Signs of childhood physiological stresses in a South African human skeletal collection


  • Johanna Maria de Lange Division of Clinical Anatomy, Department of Biomedical Sciences, Faculty of Medicine and Health Sciences, Stellenbosch University
  • Amanda Alblas Division of Clinical Anatomy, Department of Biomedical Sciences, Faculty of Medicine and Health Sciences, Stellenbosch University
  • Monique Nel Faculty of Health Sciences, University of the Witwatersrand, Johannesburg, South Africa
  • Chantelle Marais Division of Clinical Anatomy, Department of Biomedical Sciences, Faculty of Medicine and Health Sciences, Stellenbosch University, South Africa.



linear enamel hypoplasia, Harris Lines, Kirsten Skeletal Collection, childhood physiological stress


Background: HarrisLines(HL)andLinearEnamelHypoplasia(LEH) are non-specific skeletal markers of health status. The aetiology of these markers has not yet been confirmed due to a lack of contem- porary clinical studies but is assumed to occur due to health insults associated with low socio-economic status (SES). Most studies re- garding HL and LEH have been conducted on the archaeological re- mains of historic populations. This provides a problem when trying to determine the aetiology of the afore-mentioned defects as medical histories of those individuals being tested are unknown.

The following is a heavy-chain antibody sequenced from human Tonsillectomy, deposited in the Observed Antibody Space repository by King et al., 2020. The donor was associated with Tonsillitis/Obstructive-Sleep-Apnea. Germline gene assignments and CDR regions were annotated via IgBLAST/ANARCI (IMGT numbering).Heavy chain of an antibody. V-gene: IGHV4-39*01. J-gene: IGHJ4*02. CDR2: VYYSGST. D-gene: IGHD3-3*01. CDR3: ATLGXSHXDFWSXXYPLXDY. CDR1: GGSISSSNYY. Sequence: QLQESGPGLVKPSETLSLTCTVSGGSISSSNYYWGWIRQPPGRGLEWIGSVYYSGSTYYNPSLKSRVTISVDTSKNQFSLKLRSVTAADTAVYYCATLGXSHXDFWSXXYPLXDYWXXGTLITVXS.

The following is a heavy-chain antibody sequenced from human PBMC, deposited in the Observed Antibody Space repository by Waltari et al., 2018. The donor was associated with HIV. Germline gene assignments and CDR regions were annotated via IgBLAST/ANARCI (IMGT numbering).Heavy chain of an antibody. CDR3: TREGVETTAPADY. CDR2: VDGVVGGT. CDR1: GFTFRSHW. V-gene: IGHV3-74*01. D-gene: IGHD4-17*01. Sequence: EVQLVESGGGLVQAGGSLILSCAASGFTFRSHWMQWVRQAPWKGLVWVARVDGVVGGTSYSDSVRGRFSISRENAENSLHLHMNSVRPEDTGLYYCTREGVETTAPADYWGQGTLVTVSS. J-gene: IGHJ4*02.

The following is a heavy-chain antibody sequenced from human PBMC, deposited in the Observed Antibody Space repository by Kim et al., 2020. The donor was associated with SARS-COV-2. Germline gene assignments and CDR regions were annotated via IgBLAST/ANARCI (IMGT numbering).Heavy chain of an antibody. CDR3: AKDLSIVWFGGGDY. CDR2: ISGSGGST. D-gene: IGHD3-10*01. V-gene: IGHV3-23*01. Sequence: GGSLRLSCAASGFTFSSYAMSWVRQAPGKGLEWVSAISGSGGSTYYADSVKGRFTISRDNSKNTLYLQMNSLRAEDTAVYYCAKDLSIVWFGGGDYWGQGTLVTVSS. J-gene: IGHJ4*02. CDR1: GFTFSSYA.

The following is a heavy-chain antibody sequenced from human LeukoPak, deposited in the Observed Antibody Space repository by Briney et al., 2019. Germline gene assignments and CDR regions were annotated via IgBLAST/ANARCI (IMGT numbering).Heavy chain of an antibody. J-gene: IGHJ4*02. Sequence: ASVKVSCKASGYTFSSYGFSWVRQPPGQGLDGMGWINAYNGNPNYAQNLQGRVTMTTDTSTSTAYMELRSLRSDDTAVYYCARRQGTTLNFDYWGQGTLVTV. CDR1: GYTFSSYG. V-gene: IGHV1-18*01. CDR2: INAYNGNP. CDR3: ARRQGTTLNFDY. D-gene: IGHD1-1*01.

Objectives: This study aims to determine if there is an association be- tween LEH and HL in a contemporary South African skeletal popu- lation with mainly low social background individuals.
Sample and Methods The skull and x-rays of long bones of individuals (n=592) aged between 20–90 years who lived between 1900 – 1995 sampled from the Stellenbosch University Skeletal Repository, were assessed for presence of HL and LEH.

Results: The study found no significant association between LEH and HL, with 7.64% of those with HL also having LEH (p=0.512). There was also no significant association between HL and LEH in females (p=0.331), but a significant association in males (p=0.027). A significant association between LEH, HL and different age-at- death groups was found in the middle group (40–59 years-of-age-at- death; p=0.006), with the least significant association in the oldest age-at-death group (>60 years-of-age-at-death; p=0.418).

Conclusion: In this South African cohort, no clear association between LEH and HL could be established, indicating that the aetiology of these disease markings should still be investigated.


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How to Cite

de Lange, J. M., Alblas, A., Nel, M., & Marais, C. (2023). Signs of childhood physiological stresses in a South African human skeletal collection. Human Biology and Public Health, 2.